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Effects of ectomycorrhiza and Endomycorrhiza on seedling growth of four tropical savanna tree seeds in Nigeria (tamarind (L), albezia lebbeck (Benth), Prosopis Africana (L) and Parkia biglobosa (Jacq. B))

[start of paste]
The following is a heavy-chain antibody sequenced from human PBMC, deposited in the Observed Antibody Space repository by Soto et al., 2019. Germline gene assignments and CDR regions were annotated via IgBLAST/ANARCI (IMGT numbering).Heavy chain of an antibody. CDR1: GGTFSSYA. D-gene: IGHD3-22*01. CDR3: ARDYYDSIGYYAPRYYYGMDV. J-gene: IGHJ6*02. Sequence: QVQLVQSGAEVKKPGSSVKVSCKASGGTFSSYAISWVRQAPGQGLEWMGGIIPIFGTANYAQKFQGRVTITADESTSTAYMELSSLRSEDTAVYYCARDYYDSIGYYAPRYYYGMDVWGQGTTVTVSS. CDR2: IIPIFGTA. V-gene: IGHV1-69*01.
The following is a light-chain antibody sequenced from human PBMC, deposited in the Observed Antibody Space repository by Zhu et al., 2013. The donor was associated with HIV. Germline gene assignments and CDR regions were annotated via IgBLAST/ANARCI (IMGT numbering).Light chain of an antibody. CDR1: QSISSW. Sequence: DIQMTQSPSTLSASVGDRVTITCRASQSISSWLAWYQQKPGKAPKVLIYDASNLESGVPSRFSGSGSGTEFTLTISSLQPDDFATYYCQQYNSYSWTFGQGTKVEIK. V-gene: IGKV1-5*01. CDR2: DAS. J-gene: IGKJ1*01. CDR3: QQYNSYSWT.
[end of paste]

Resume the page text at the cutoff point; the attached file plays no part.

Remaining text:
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https://www.eduzhai.net International Journal of Plant Research 2016, 6(2): 25-33 DOI: 10.5923/j.plant.20160602.02 Effect of Ecto and Endomycorrhizae on Seedling Growth of Four Savanna Tree Seeds in Nigeria (Tamarindus Indica (L), Albezia lebbeck (benth), Prosopis africana (L) and Parkia biglobossa (Jacq.B)) Ajiboye A. A.1,*, Ajiboye M. D.2, Agboola D. A.3, E. N. Iwuala1 1Department of Plant Science and Biotechnology, Federal University Oye Ekiti, Nigeria 2Department of Biological Sciences, Osun State University, Osogbo, Nigeria 3Department of Pure and Applied Botany, Federal University of Agriculture, Abeokuta, Nigeria Abstract Studies on the effect of ecto and endomycorrhizal inoculums on seedling growth of four savanna tree seeds in Nigeria. Endomycorrhizae (Glomus mossae) and ectomycorrhizae (Saillus luteus); both were used in crude forms. The relative endomycorrhizal dependency of the seedlings were maximum in P. biglobossa seedlings by having up to 68%, 41.0% in Albizia, 35.0% in T. indica and the least was 21% in P. africana seedlings. However, T.indica seedlings had the highest ectomycorrhizal dependency with about 55.0%, while 54.0% was showed in P. africana. About 50.0% and 46.0% were shown in A. lebbeck and P. biglobossa seedlings respectively. Ectomycorrhizal inoculation greatly enhanced seedling growth and development of Prosopis africana, A. lebbeck, T. indica, P. biglobossa had the highest significant difference (p<0.05) in leaf area at treatment. Endomycorrhizal inoculation also greatly enhanced seedling growth of P. africana, A. lebbeck and T. indica, P. biglobossa had highest significant difference (P<0.05) in leaf area, leaf number, petiol length, stem girth and plant heights in the treatment. Treatment means were separated using least significant difference at 5% probability level. The results obtained in this study will foster valuable contributions in the areas of increasing the seedling growth of these savanna tree seeds through the incorporation of both ecto and endomycorrhizae into the soil. These findings will also assist to increase seedling production for agro forestry purposes in Nigeria. Keywords Ectomycorrhizae, Endomycorrhizae, Seedling growth, Savanna, Tree and seed 1. Introduction The diffused population of Savanna tree seeds and seedlings were observed to face regular annual bush burning, exploitation, underutilization and deforestation in order to meet man’s diverse needs for farming, lumbering, housing and industrial purposes. This had led to great modification of natural habitat of the tree crops and loss of useful genetic materials and other valuable tree species. Consequently, these savanna tree seeds are not cultivated. Therefore, the danger of extinction is imminent upon these seeds. In order to arrest this problem, foresters have made series of efforts to propagate them but they are confronted with challenges of raising the seedlings from dormant seeds. The seeds produced yearly are observed to be buried among the litters and soil while they remain quiescent for a long time. * Corresponding author: abiodun.ajiboye@fuoye.edu.ng (Ajiboye A. A.) Published online at https://www.eduzhai.net Copyright © 2016 Scientific & Academic Publishing. All Rights Reserved (Ajiboye, 2009). The problems facing at present is the over exploitation of bio-resources/natural resources which would not only have negative impact on the environment but also sometimes totally destroy and erode the important bio-resources which are available at local , regional and national levels (Daniel et. al, 2015). These are problems which are encountered in the regeneration of seedlings in the savanna of Nigeria vegetation, which include problems of seed collection, seed processing, seed storage, seed germination and seedling growth. The reason being that most savanna tree seeds are short-lived and exhibit dormancy (both physical and physiological) under natural conditions. This is particularly true of the tropics where ambient temperature is high. Some species have alternate heavy and light seed year, some may produce poor quality seeds. (Greater and Ajiboye, 2015). Presowing treatments of seed are intended to improve the survival or germination of seeds after sowing. The term is often shortened to “seed pretreatments” which is really a misnomer. Dry treatment of seed after it is collected could be 26 Ajiboye A. A. et al.: Effect of Ecto and Endomycorrhizae on Seedling Growth of Four Savanna Tree Seeds in Nigeria (Tamarindus Indica (L), Albezia lebbeck (benth), Prosopis africana (L) and Parkia biglobossa (Jacq.B)) considered as pre-sowing. The most presowing treatment is that intended to improve both amount and the speed of germination. This is especially important in species which exhibit dormancy. In improving soil nutrients, farmers have always been involved in using fertilizer as a last resort but this has not been economically feasible because the nature of the soil in the tropics do not allow for maximum utilization of nutrients from chemical sources. This is because they are characterized by the possession of low activity clay which is their parent rock materials. These soils with their fewer charged surfaces for exchanged of ions have low ion exchange capacity. Hence, fertilizer when applied are either lost through volatilization, erosion or leaching with only a little percentage being available for plant use. Since the mineral fraction cannot provide nutrient retention, nutrient availability in tropical soils is almost exclusively dependent on the amount of organic matter. Heavy tillage due to mechanization removes the organic matter layer of the soil thereby impeding nutrient retention, removing cover of soil fauna, disrupting soil structure and encouraging compaction and soil erosion. Hence high input agricultural practice that has been so successful in the Western world is not applicable to the tropical soils (Liasu, 2000). With the available technology, it is still impossible to raise savanna tree seedlings on the tropical soils without soil being degraded. Hence, research has shown that this problem could be solved through the incorporation of mycorrhizae into the savanna or tropical soils before raising savanna seeds and seedlings in balancing of nutrient absorption with nutrient replenishment (Liasu, 2000). Woody plants are such vital components of the ecosystem that have productive, protective and recreational functions (Atiku et al., 2013). They control soil erosion, stabilize regional and global climates; provide carbon sinks, and acts in pollution control. The extent to which forest trees are being exploited calls for urgent attention. Basically mycorrhizal association can be classified into two major groups (a) The Ectomycorrhiza (b) The Endomycorrhiza The (a) refers to symbiotic association of fungal mycelia and roots in which the fungal hyphae form a compact mantle on the surface of roots and extend into the surrounding soil and inwards between cortical cells, but not into these cells. Whereas, the (b) refers to symbiotic associations between fungal mycelia and roots of certain plants, in which the fungal hyphae penetrate directly into root hairs, other epidermal cells and occasionally into cortical cells with individuals hyphae extending from the root surface outwards into the surrounding soil. Ectomycorrhizae had been reported to be in association with the forest trees and much study had been on the roles in savanna tree seedling production. (Duvick et.al, 1992) Arbuscular mycorrhizal (AM) fungi has so far been recognized as a soil microbiological resource in crop production as regards their role in increased phosphorus intake as well as other plant nutrients, biological control of root pathogen, drought resistance, and soil conservation leading generally to increased yield of economic components of plants. Some savanna trees have been known to be adapted to the infertile soil prevalent in the tropics and its low yield which has been found to improve with AM inoculation both in controlled environment as well as on the field can further enhanced by alley-cropping with leguminous plants which supply nutrient rich much from which it can draw essential minerals. (Fagboola et.al; 1998) Tamarindus indica (L) is a semi evergreen plant (Agi, 1991) it is a nature to Tropical Africa. It belongs to the family of Leguminoceae, sub family – Ceasalpinaceae. Apparently, Tamarindus indica is associated with various socio economic benefits, especially in the savannah regions where it is habitated. These benefits has made it to be known as one of the Multipurpose Tree Species (MPTS) incorporated into the ecological studies and research programmes as vindicated by the activities of such organization such as Forest Research Institute of Nigeria (FRIN), International Centre for Underutilized Crops (ICUC) and other related forestry organizations in the world. Plate 1. Mature fruits of T. indica A. lebbeck is a fast growing nitrogen-fixing heavy shade tree, recommended for reforestation and firewood plantation in the tropics. This is an introduced species found growing in the wild in the guinea savanna and cultivated areas. It is a deciduous tree that is up to 30m tall, with dense shade-producing crown. The bark is smooth, light, whitish or greenish grey in colour. The leaves alternate, twice compound within 2-4 pairs of pinnate pinnae each with 4-10 pairs of leaflets. The flowers are whitish, with greenish stamen in clusters resembling a white powder puff. Pods are flat, reddish brown with several seeds often rattling in the breeze. It flowers around April-September, while fronting occurred year-round and more prominent in the dry season. The tree species is a nature to tropical Africa, Asia and Northern Australia, widely planted and naturalized throughout the tropics. This tree legume plays vital International Journal of Plant Research 2016, 6(2): 25-33 27 ecological roles in the savanna nutrient recycling and prevention of soil erosion (Alabi, 1993). The plant belongs to the family Leguminoceae and class Magnohopsida. The name A.lebbeck means woman’s tongue. 15 x 3cm compartmented with wood cell. Seeds mature in February-March containing some 10 loose rattling seeds (12mm long) per pods and 71500-8000 seed per kg. Pods do not split open when ripped. In Nigeria, they are found in fallow land on various textured soil and on lateritic soils. There are two varieties of pod, one with narrow cylindrical pods 25cm in diameter and the other with broader flattened pods 3cm in width. Pods remain on the tree long after maturity. The word “P. africana” means “African mosquito” (Ajiboye, 2009). Plate 2. Semi-dried fruits of A. lebbeck P. biglobossa (Jacq. B), the seed is commonly called the African locust bean. It also belongs to the family Leguminoceae. It often grows to a height of 20m with a dense spreading crown, scaly and creviced grey-brown backslash brown. The fruit is a legume slightly indented between the seeds at maturity (Aliero, (2004). The seeds are embedded in a yellowish mealy, sweet testing edible pulp. Plate 3. Dried fruits of P. biglobossa Plate 4. Dried fruits of P. africana There is need for continuous attention to solve these eminent problems in the savanna areas of Nigeria. However, multipurpose trees (MPT) and Nitrogen fixing (NFT) trees are those tree species of Nigerian natives with diversify social and economic values at various levels. These trees are becoming extinct in our local savanna as some of them are particularly difficult to propagate. Furthermore, the decrease in the population of these tree seedlings at a continuous trend and in a geometric progression are in view of continuous population growth and higher demand for social economic benefit associated with them especially as the fuel source. This generated a lot of interest in the environmental cycle. In view of the above, it deemed necessary that more research should be carried out to establish optimal methods of propagation of these tree seedlings owing to its diverse economic importance in the Nigeria. P. africana (Guil & Perr) Taub tree species is a perennial tree which belongs to the family Leguminosae. About 44 species are known to exist but only one is native to Africa. The rest occur in tropical America and Asia (Agboola, 1995). This species is small to large tree of about 4-20m tall, 1m girth with an open canopy and dropping foliage resembling T. indica. The bark is very dark and scaly, slash orange to reddish brown with white streeks, branches and twigs thornless, leaves alternate, bipinnate leaflets in 9-10 pairs, oblong lanceolate 12-30mm, shortly pubescent. At Rachis 10-15cm long. Axillary spikes calyx pubescent but petals glabrous, 10 free standing stamens, anthens with small apical glands. Flowering occurs gently before the onset of the rains (Dec.-May). Pods are red, cylindrical, hard and shinny up to 2. Materials and Methods Recconnaisance survey: Several trips were made on different parts of savanna zones and vegetations in Nigeria. Among these areas include: Ilorin, Ogbomosho, Kano, Sokoto, Enugu, Ebonyi, Anambra, Bauchi and Adamawa states. Fruit collections Matured and fresh fruits of T. indica were collected in Mubi area of Adamawa and Toro areas of Bauchi states. The fruits were found to have a sticky and gumming feel. Fresh and matured pods of A. lebbeck, P. africana and P. biglobossa were collected within the campus of University 28 Ajiboye A. A. et al.: Effect of Ecto and Endomycorrhizae on Seedling Growth of Four Savanna Tree Seeds in Nigeria (Tamarindus Indica (L), Albezia lebbeck (benth), Prosopis africana (L) and Parkia biglobossa (Jacq.B)) of Ilorin (8.32N and 4.34E) Ilorin of Nigeria. The pods were collected directly from their parent plant. The fruits and pods of these seeds were stored in sac or jute bag after collection and conveyed to the Biology Laboratory of the Department of Biological Sciences, Federal University of Agriculture, Abeokuta, Ogun State, Nigeria. Seed processing The fruits of T. indica were soaked in tap water for about 24 hours. The fruits were then scrubbed manually with hands in order to extract the seeds. The fruit extracts was removed through sieving. The seeds which settled at the bottom of the water in a container, were hand-picked; the damage ones were discarded. Seeds were air-dried at room temperature for about 10hours. The good seeds were stored in tin and stored in a refrigerator. The fruits of Albizialebbeck were put in the jute bags and hit gently with a club and then hand-picked. The seeds were air-dried for about 6 hours at room temperature. The damaged seeds were removed, while the good ones were stored in a tin and stored in a refrigerator. The pods of P. biglobossa were also soaked in water for about 24hrs. They were scrubbed with sharp sand and left to settle for some minutes. Then, the seeds were washed using several tap water to raise them from yellow pulp shaft. They were also hand-picked and air-dried for 10 hours at room temperature and stored in a refrigerator. The pods of P. africana were hit on concrete slab with a granite stone of moderate size. The seeds were extracted by removing the yellow pulp, they were then hand-picked; the bad ones were discarded while the good ones were also stored in the refrigerator. Simple Floatation methods The seeds were poured in water in order to separate those that were viable from non-viable ones. The float seeds were considered to be non-viable while those that do not float were regarded as being viable and stored for further experiment. Mycorrhizal procurement and inoculum preparation There are two kinds of mycorrhiza that was used namely in this experiment: Endomycorrhizae (Glomus mossae) and Ectomycorrhizae (Saillus luteus); both were used in crude form. The crude inoculum of the arbuscular mycorrhizal (AM) fungus (endomycorrhiza) which is G. mossae. The multiplication was done by planting 10 seeds of maize in 25kg sterile soil in green house. About 30g of soil containing spores and hyphae of G. mossae that was collected from the department of Plant Physiology and Crop Production of the University of Agriculture was applied. The experiment was watered twice a day and monitored for 3 months. Watering was stopped at the point of cob formation to prevent nutrient diversion. Fertilization was prevented by removing the tarsels and allowed maximum carbon diversion to fungus. Subsequently, the dried maize stands were allowed to dry-up for a period of 4-5 weeks in order to promote sporulation. The maize stems were cut at the soil level and other above ground shot portions removed completely. The shoot and roots were removed along with the soil in the pot and chopped into pieces, mixed thoroughly such that the potential inoculants consisting of spores, hyphae and infected root fragment were thoroughly mixed together. However, ectomycorrhizal innoculum was collected and transported from pine-plantation site of Forestry Research Institute of Nigeria (FRIN) Jericho Ibadan (7°N and 4°E). Raising seedlings from mycorrhizal soil conditioner The soil was sieved in 1 x 1cm wire mesh, steam sterilized and unsterilized before it was packed into nursery bags (10cm diameter 35cm deep). Savanna tree seeds (T. indica, A. lebbeck, P. biglobossa and P. africana) were planted in the soil inside the bags. Before the seeds were planted into the bags, about 30g of mycorrhiza inoculum (prepared as described above) was applied just below the soil surface of about (2.5cm depth). These set of bags were designated inoculated (i.e. TAM+, PRM+, ALM+ and PAM+) meaning inoculated T. indica, P. africana, A. lebbeck and P. biglobossa respectively while another set designated uninoculated control (M-) where TAM-, PRM-, ALM- and PAM- meaning uninoculated T. indica, P. africana, A. lebbeck and P. biglobossa respectively. Some part of the soil was not sterilized (NS) while some seedlings were water-stressed (WS) whereas some were well-watered (WW). The seedlings under the above conditions were raised for six months in the green house while growth parameters were taken at every forth-night. Mycorrhizal dependency: Inoculated seedlings-non-Inoculated seedlings x 100 Non-inoculated seedlings (Greater and Ajiboye, 2015) Estimation of leaf area Data were taken for this parameter on the four savanna tree species for 6 months. Estimate was carried out by ascertaining a correlation between leaf area and linear dimensions of the length and width of leaf of each species. The leaf of each species was placed on a 1mm2 graph paper. The leaf size was traced on the graph paper and the total area calculated based on the number of squares covered within the traced region (Ting, 1982). The formula for estimation of leaf area for each species is thus given as: A = KLB (cm2) thus K = A LB Where: A = Leaf area B = Leaf width and K = Correlation coefficient Which is constant for each species (since each leaf determination has the same developmental pattern) (Ting 1982). Using the estimated K, leaf area is determined at all stages of growth period at intervals of two weeks for each species. International Journal of Plant Research 2016, 6(2): 25-33 29 Plant height, stem girth and petiole length: The plant height stem girth and petiole length were straightened to its fullest length while its measurement (cm) were taken with transparent ruler (Harold, 1957). Leave number: 21% in P. africana seedlings. However, T. indica seedlings had the highest ectomycorrhizal dependency with about 55.0%, while 54.0% was showed in Prosopis. About 50.0% and 46.0% were showed in A.lebbeck and P. biglobossa seedlings respectively (Table 1). Only the true leaves were measured and counted as the correct number of leaves (Greater & Ajiboye 2015). Statistical analysis Data were subjected to factorial of variance (ANOVA). Treatment means were separated using least significant difference at 5% probability level. Correlation between treatment means was also determined. 3. Results Trees of T. indica, P.africana, P.biglobosssa and A. lebbeck were found to be predominant in the savanna areas of Ilorin, Ogbomosho and Adamawa States. The savanna vegetations of these areas were described to have more grasses with scattered deciduous trees. The data of the experiment were collected and collated between October, 2007-May, 2009. SEED VIABILITY: P. africana, P. biglobossa, A. lebbeck and T. indica seeds had the percentage viability of 100%. The relative endomycorrhizal dependency of the seedlings were maximum in P.biglobossa seedlings by having up to 68%, 41.0% in Albizia, 35.0% in T. indica and the least was Table 1. Percentage mycorrhizal dependency Species Tamarindus Parkia Prosopis Albizia Endomycorrhiza (%) 35c 68a* 21d 41b Ectomycorrhiza (%) 55a* 46d 54b 50c Each value is the mean of three replicates. Means followed by the same letters in each column are not significantly different (p<0.05). The effect of ectomycorrhizal inoculation on the seedling growth of P. africana significantly (p<0.05) enhanced the petiole length and stem girth in all the treatments employed in this research work, followed by the leaf number. However, the leaf areas were the least significantly (p<0.05) enhanced at M-SSWW treatments (10.11c). Also, the plant height at M-NSWS showed the most least significant difference (p<0.05), (14.07e). The effect of endomycorrhizal inoculation on the seedling growth of P. africana had high significant difference (p<0.05) in stem girth, leaf area and leaf number in all the subjected treatments of the seedlings. However, the most least significant difference (p<0.05) were observed in plant height at M+SSWW (10.10d) and M+NSWS (12.55c) of the soil treatments (Table 2- 3). Table 2. Ectomycorrhiza inoculation on seedling growth of P. africana Soil treatment M+NSWW M-SSWS M+NSWS M-NSWW M-SSWW M+SSWS M-NSWS M+SSWW Leaf area (cm2) 9.50a* 6.87a* 8.77a* 10.21cd 10.11c 8.24ab 6.78ab 7.82a Plant height (cm) 14.07e 14.62de 15.77cd 15.87cd 16.32c 16.80bc 17.70ab 18.62a* Petiole length (cm) 6.72a* 4.95a* 6.22a* 5.90a* 5.05a* 5.57a* 6.27a* 6.80a* Stem girth (cm) 0.47a* 0.45a* 0.42a* 0.45a* 0.42a* 0.42a* 0.42a* 0.47a* Leaf no 14.00a* 12.52ab 13.57ab 12.40ab 9.80b 11.37ab 14.02a* 12.80ab Each value is the mean of three replicates. Means followed by the same letters in each column are not significantly different (p<0.05). Table 3. Endomycorrhizal inoculation on seedling growth of P. africana Soil treatment M+NSWW M-SSWS M+NSWS M-NSWW M-SSWW M+SSWS M-NSWS M+SSWW Leaf area (cm2) 9.15a* 6.87a* 8.97a* 8.77a* 6.87a* 10.22a* 7.82a* 10.77a* Plant height (cm) 15.07bc 13.95bc 12.87bc 17.60a 15.35ab 12.55c 14.52bc 10.10d Petiole length (cm) 0.82c 0.92bc 0.97bc 1.37abc 1.52abc 1.65ab 1.67ab 2.05a* Stem girth (cm) 0.42a* 0.42a* 0.47a* 0.47a* 0.45a* 0.42a* 0.37a* 0.42a* Leaf no 14.0a* 12.52a* 9.80a* 11.37a* 14.02a* 12.80a* 13.50a* 13.10a* Each value is the mean of three replicates. Means followed by the same letters in each column are not significantly different (p<0.05). 30 Ajiboye A. A. et al.: Effect of Ecto and Endomycorrhizae on Seedling Growth of Four Savanna Tree Seeds in Nigeria (Tamarindus Indica (L), Albezia lebbeck (benth), Prosopis africana (L) and Parkia biglobossa (Jacq.B)) The effect of the ectomycorrhizal inoculation on the seedling growth and development of P. biglobossa had the highest significant difference (p<0.05) in leaf area at treatment M+NSWW, M+SSWS, M+SSWW and M-NSWW. The effect of endomycorrhizal inoculation on the seedling growth of P. biglobossa had highest significant difference (P<0.05) in leaf area, leaf number and plant heights in the treatment M-NSWS and M-SSWS. However, the petiole length at treatment M-SSWW were least significant (p<0.05) (1.25d) (Table 4-5). The response of the seedling growthof A. lebbeck to ectomycorrhizal inoculation were maximum in significant difference (p<0.05) in leaf number in all the treatment involved while M-SSWS showed least significant difference (p<0.05). The response of A. lebbeck seedlings to endomycorrhizal inoculation were partially significant (p<0.05), especially in plant height and stem girth. Whereas, the leaf number and leaf area showed least significant difference (p<0.05). (Table 6-7). Table 4. Ectomycorrhizal inoculation on seedling growth of P. biglobossa Soil treatment M+NSWW M+SSWS M+NSWS M-SSWW M+SSWW M-NSWW M-NSWS M-SSWS Leaf area (cm2) 6.87a* 8.77a* 6.87ab 10.78a* 10.21a* 8.61a* 8.90ab 6.80ab Plant height (cm) 13.22c 15.8bc 16.17bc 16.20bc 16.80b 16.95b 20.67a* 21.12a* Petiole length (cm) 2.52a* 2.10ab 1.55b 2.17ab 1.55b 1.95ab 1.67b 2.00ab Stem girth (cm) 0.80b 0.70b 0.87b 3.27a* 0.95b 0.50b 0.70b 0.75b Leaf no 15.00b 16.50ab 15.00b 16.25ab 14.00b 15.00b 16.00ab 18.00a* Each value is the mean of three replicates. Means followed by the same letters in each column are not significantly different (p<0.05). Table 5. Endomycorrhizal inoculation on seedling growth of P. biglobossa Soil treatment M+NSWW M+SSWS M+NSWS M-SSWW M+SSWW M-NSWW M-NSWS M-SSWS Leaf area (cm2) 14.50a* 13.35a* 13.52a* 12.87a* 15.17a* 13.72a* 15.92a* 13.92a* Plant height (cm) 13.22c 15.85bc 16.17bc 16.20bc 16.8b 16.95b 20.67a* 21.12a* Petiole length (cm) 2.30bcd 3.82ab 2.95bc 1.27d 2.95bc 4.52a* 1.62cd 1.25d Stem girth (cm) 0.65a* 0.47ab 0.40b 0.62ab 0.45ab 0.55ab 0.52ab 0.60ab Leaf no 18.75ab 20.00ab 18.50ab 20.00ab 20.00ab 18.50ab 16.75b 20.00ab Each value is the mean of three replicates. Means followed by the same letters in each column are not significantly different (p<0.05). Soil treatment M+NSWW M-SSWS M-NSWS M-NSWW M+NSWS M-SSWS M+SSWS M+SSWW Table 6. Ectomycorrhizal inoculation on seedling growth of A. lebbeck Leaf area (cm2) 15.60abc 11.70ef 13.22de 15.30bc 13.90cd 11.30f 17.27a* 16.32ab Plant height (cm) 17.47a* 14.47c 17.80ab 18.40ab 15.87bc 16.02bc 20.10a* 18.40ab Petiole length (cm) 3.50c 4.00bc 45.82a* 5.12ab 3.52cl 3.82bc 4.60abc 4.52abc Stem girth (cm) 0.70b 0.70b 0.75ab 0.75ab 0.80ab 0.80ab 0.82ab 0.87a* Leaf no 14.02a* 14.25a* 13.85a* 14.65a* 14.55a* 15.00a* 13.55a* 13.55a* Each value is the mean of three replicates. Means followed by the same letters in each column are not significantly different (p<0.05). International Journal of Plant Research 2016, 6(2): 25-33 31 Soil treatment M-NSWS M-NSWW M+NSWW M-SSWS M-SSWW M+NSWS M+SSWW M+SSWS Table 7. Endomycorrhizal inoculation on seedling growth of A. lebbeck Leaf area (cm2) 13.27c 15.97c 13.75bc 14.42abc 14.52abc 15.82a* 15.50ab 14.32abc Plant height (cm) 17.60a* 15.27bc 17.70a* 17.62a* 16.92ab 16.05ab 16.75ab 13.77c Petiole length (cm) 4.65abc 5.15ab 3.80c 5.15ab 5.35a* 3.67c 4.25abc 4.12bc Stem gith (cm) 1.87ab 2.17a* 2.02a* 2.07a* 2.10a* 0.67c 0.82bc 0.80bc Leaf no 11.25c 12.00bc 12.25abc 13.00abc 13.50abc 13.75ab 14.50ab 15.00a* Each value is the mean of three replicates. Means followed by the same letters in each column are not significantly different (p<0.05). Soil treatment M+NSWS M+SSWW M+NSWW M-NSWW M-SSWW M-NSWS M-SSWS M+SSWS Table 8. Ectomycorrhizal inoculation on seedling growth of T. indica Leaf area (cm2) 11.45cd 12.57bc 10.02d 12.90bc 12.95bc 14.80ab 15.57a* 13.30abc Plant height (cm) 15.07a* 15.60a* 11.67a* 16.17a* 16.45a* 15.47a* 15.60a* 14.65a* Petiole length (cm) 1.27a* 1.17cd 0.97d 0.95d 1.65ab 1.32a* 1.77a* 1.47bc Stem girth (cm) 0.60b 0.60b 0.67ab 0.67ab 0.68ab 0.70ab 0.72ab 0.75a* Leaf no 10.50bc 10.50bc 12.50ab 13.00a* 13.00a* 14.50a* 13.50a* 10.00c Each value is the mean of three replicates. Means followed by the same letters in each column are not significantly different (p<0.05). Soil treatment M+SSWW M+SSWS M+NSWW M-NSWW M-SSWS M+NSWS M-SSWW M-NSWS Table 9. Endomycorrhizal inoculation on seedling growth of T. indica Leaf area (cm2) 6.72b 6.00b 6.80b 8.35b 8.87b 9.05b 17.55a* 7.15b Plant height (cm) 11.22b 11.42b 13.45ab 12.22b 11.94b 12.70ab 16.72a* 10.60b Petiole length (cm) 1.22a* 0.75c 1.37a* 0.92bc 1.30ab 1.40a* 1.20ab 1.15ab Stem girth (cm) 0.6bc 0.70ab 0.80a* 0.57c 0.55c 0.77a* 0.65bc 0.55a* Leaf no 8.75d 11.00cd 13.00bc 13.50bc 14.05ab 14.50ab 15.52ab 16.50ab Each value is the mean of three replicates. Means followed by the same letters in each column are not significantly different (p<0.05). M+- ectomycorrhizalinnoculation M- …non ectomycorrhizalinnoculation NS- non sterilized soi SS- sterilized soil WW- well watered WS- water stressed. The responsiveness of the T. indica seedlings to the ectomycorrhizal inoculation treatments were highest in significant difference (p<0.05) in plant height of the seedlings. While the leaf number, stem girth, petiole length and leaf area were partially significant (p<0.05). However, the treatment like M+NSWW and M-NSWW showed the least significant difference. The response of T. indica seedlings to the endomycorrhizal inoculation were also partially significant (p<0.05) in stem girth, petiole length, plant heights and the leaf area of the plant seedlings. However, the level of significant difference (p<0.05) in the leaf areas were more than other growth parameters of the seedlings. Treatments that is M+SSWW and M+SSWS showed most least significant difference (p<0.05). (Table 8- 9). 32 Ajiboye A. A. et al.: Effect of Ecto and Endomycorrhizae on Seedling Growth of Four Savanna Tree Seeds in Nigeria (Tamarindus Indica (L), Albezia lebbeck (benth), Prosopis africana (L) and Parkia biglobossa (Jacq.B)) 4. Discussion Mycorrhizae are symbiotic association between plant roots and certain soil fungi [9]. The word “Myco” meaning fungus and “Rhiza” meaning root apply describes this mutualistic association between plant roots and soil borne fungi in which the plant supplies the carbon requirement of the fungus and the fungus assist the plant in the procurement of water and mineral salts in return. Mycorrhizal fungi are so peculiarly specialized that they cause little or no damage to their host. Thus a balance is established where both fungi and plant derive mutual benefit from the association (Jackson, 1994). Frank, F. R, (1995) was the first scientist to describe “Mykorrhiza” in trees of temperate forest and pines in Germany. The relative endomycorrhizal dependency of the seedlings were maximum in P.biglobossa seedlings by having up to 68%, 41.0% in Albizia, 35.0% in T.indica and the least was 21% in P. africana seedlings. However, T. indica seedlings had the highest ectomycorrhizal dependency with about 55.0%, while 54.0% was showed in P africana. About 50.0% and 46.0% were showed in A.lebbeck and P.biglobossa. These results ware compared to the findings of (Greater and Ajiboye, 2015). The effect of ectomycorrhizal inoculation on the seedling growth of P. africana significantly (p<0.05) enhanced the petiole length and stem girth in all the treatments employed in this research work, followed by the leaf number. However, the leaf areas were the least significantly (p<0.05) enhanced at M-SSWW treatments (10.11c). Also, the plant height at M-NSWS showed the most least significant difference (p<0.05) (14.07e). The effect of endomycorrhizal inoculation on the seedling growth of P. africana had high significant difference (p<0.05) in stem girth, leaf area and leaf number in all the subjected treatments of the seedlings. The effect of the ectomycorrhizal inoculation on the seedling growth and development of P. biglobossa had the highest significant difference (p<0.05) in leaf area at treatment M+NSWW, M+SSWS, M+SSWW and M-NSWW. This findings compared with the research of [3]. Ectomycorrhizae are commonly associated with certain trees while endomycorrhizae are associated with both trees and annual crops. Recent review of works on mycorrhizal symbiosis by Srivastava et al. (1996) recognizes seven types of mycorrhizae based on the extent of root penetration production of external mantle or shealth and inter and intra cellular structures. The effect of endomycorrhizal inoculation on the seedling growth of P.biglobossa had highest significant difference (P<0.05) in leaf area, leaf number and plant heights in the treatment M-NSWS and M-SSWS. However, the petiole length at treatment M-SSWW were least significant (p<0.05). The response of the seedling growth of A. lebbeck to ectomycorrhizal inoculation were maximum in significant difference (p<0.05) in leaf number in all the treatment involved while M-SSWS showed least significant difference (p<0.05). The response of A. lebbeck seedlings to endomycorrhizal inoculation were partially significant (p<0.05), especially in plant height and stem girth. Whereas, the leaf number and leaf area showed least significant difference (p<0.05). (Table 6-7). The responsiveness of the T. indica seedlings to the ectomycorrhizal inoculation treatments were highest in significant difference (p<0.05) in plant height of the seedlings. While the leaf number, stem girth, petiole length and leaf area were partially significant (p<0.05). However, the treatment like M+NSWW and M-NSWW showed the least significant difference. The response of T. indica seedlings to the endomycorrhizal inoculation were also partially significant (p<0.05) in stem girth, petiole length, plant heights and the leaf area of the plant seedlings. However, the level of significant difference (p<0.05) in the leaf areas were more than other growth parameters of the seedlings. Treatments that is M+SSWW and M+SSWS showed most least significant difference (p<0.05). This showed that the mycorrhizal inoculation relatively improved the seedling growth of the savanna tree seedlings. Mycorrhizal symbiosis are of common occurrence in the plant kingdom and are reported from bryophytes, ptendophytes, some gymmosperms and most angiosperms (Srivastava, et.al; 1996) and it represents one of the most ancient associations having a long evolutionary history Fritter, 1991). 5. Conclusions and Recommendations The both ecto and endomycorrhizal have established to increase the seedling productivity of these endangered savanna tree seeds species in Nigeria. It is therefore recommended as a biofertilizer booster for the gradually extinct savanna seedlings. It is also recommended that the government of Nigeria should fund agroforestry projects involving these valuable tree seeds and should resolve to use mycorrhizal organisms rather than the inorganic fertilizers that could be inimical to our immediate environment. Experts in this area should be employed in the agro forestry sections to execute this project in order to sustain and retain the core values of these tree seed species. ACKNOWLEDGEMENTS The authors are grateful for the technical assistance received from the technical staff of the Department of pure and applied Botany, Federal university of Agriculture, Abeokuta, Ogun state, and Department of Plant science and Biotechnology, Federal university, Oye Ekiti. Ekiti state. International Journal of Plant Research 2016, 6(2): 25-33 33 REFERENCES [1] Agboola, D. A. (1995): Studies on dormancy and germination of seeds of Prosopis africana. Nigerian Journal of Botany 8:45-56. [2] Agi, J (1991): Ecology of the Tamarind. 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